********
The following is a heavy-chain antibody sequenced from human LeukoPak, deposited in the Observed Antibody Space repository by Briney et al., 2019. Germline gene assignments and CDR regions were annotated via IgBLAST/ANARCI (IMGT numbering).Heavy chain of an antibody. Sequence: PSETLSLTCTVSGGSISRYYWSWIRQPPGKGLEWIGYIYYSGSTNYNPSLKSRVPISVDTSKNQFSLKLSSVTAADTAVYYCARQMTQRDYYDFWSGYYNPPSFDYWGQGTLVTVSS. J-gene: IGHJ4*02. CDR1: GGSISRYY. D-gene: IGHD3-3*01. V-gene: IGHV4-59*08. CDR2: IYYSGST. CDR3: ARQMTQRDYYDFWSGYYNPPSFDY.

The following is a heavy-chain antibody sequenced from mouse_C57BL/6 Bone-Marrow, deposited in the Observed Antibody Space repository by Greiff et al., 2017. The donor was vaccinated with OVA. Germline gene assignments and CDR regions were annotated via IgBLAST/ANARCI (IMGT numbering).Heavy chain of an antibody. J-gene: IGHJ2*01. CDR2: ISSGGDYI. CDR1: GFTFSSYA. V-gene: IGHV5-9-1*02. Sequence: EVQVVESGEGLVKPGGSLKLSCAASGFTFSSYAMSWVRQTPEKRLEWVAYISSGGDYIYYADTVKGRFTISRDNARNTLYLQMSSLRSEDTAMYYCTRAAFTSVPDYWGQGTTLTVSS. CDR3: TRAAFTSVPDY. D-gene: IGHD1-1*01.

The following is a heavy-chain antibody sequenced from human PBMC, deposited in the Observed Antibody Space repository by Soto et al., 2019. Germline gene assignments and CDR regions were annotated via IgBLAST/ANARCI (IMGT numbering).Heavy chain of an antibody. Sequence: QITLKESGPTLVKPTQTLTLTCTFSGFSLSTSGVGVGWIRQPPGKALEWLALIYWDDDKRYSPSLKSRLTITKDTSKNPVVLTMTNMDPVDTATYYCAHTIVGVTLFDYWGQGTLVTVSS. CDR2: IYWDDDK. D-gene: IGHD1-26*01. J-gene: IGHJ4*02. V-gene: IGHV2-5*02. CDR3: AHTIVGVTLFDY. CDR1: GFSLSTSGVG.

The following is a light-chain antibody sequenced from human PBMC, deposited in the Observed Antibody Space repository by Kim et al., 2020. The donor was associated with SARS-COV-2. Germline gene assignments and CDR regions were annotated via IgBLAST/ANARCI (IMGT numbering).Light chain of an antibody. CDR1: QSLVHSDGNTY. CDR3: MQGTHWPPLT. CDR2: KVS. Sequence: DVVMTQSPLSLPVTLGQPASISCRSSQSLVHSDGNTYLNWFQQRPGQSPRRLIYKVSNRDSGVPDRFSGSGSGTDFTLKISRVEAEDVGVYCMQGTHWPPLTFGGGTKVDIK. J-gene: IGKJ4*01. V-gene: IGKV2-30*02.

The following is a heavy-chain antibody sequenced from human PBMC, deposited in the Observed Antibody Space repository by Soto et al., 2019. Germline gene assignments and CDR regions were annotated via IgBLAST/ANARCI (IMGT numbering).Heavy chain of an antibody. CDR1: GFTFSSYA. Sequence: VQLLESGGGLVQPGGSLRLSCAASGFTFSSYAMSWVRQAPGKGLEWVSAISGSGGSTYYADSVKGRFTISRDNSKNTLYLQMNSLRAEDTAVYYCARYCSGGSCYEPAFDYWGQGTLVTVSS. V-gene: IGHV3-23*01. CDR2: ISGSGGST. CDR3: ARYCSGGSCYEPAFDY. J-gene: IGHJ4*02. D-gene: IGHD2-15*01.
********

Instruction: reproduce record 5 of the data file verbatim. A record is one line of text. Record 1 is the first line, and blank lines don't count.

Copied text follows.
The following is a heavy-chain antibody sequenced from human PBMC, deposited in the Observed Antibody Space repository by Soto et al., 2019. Germline gene assignments and CDR regions were annotated via IgBLAST/ANARCI (IMGT numbering).Heavy chain of an antibody. CDR1: GFTFSSYA. Sequence: VQLLESGGGLVQPGGSLRLSCAASGFTFSSYAMSWVRQAPGKGLEWVSAISGSGGSTYYADSVKGRFTISRDNSKNTLYLQMNSLRAEDTAVYYCARYCSGGSCYEPAFDYWGQGTLVTVSS. V-gene: IGHV3-23*01. CDR2: ISGSGGST. CDR3: ARYCSGGSCYEPAFDY. J-gene: IGHJ4*02. D-gene: IGHD2-15*01.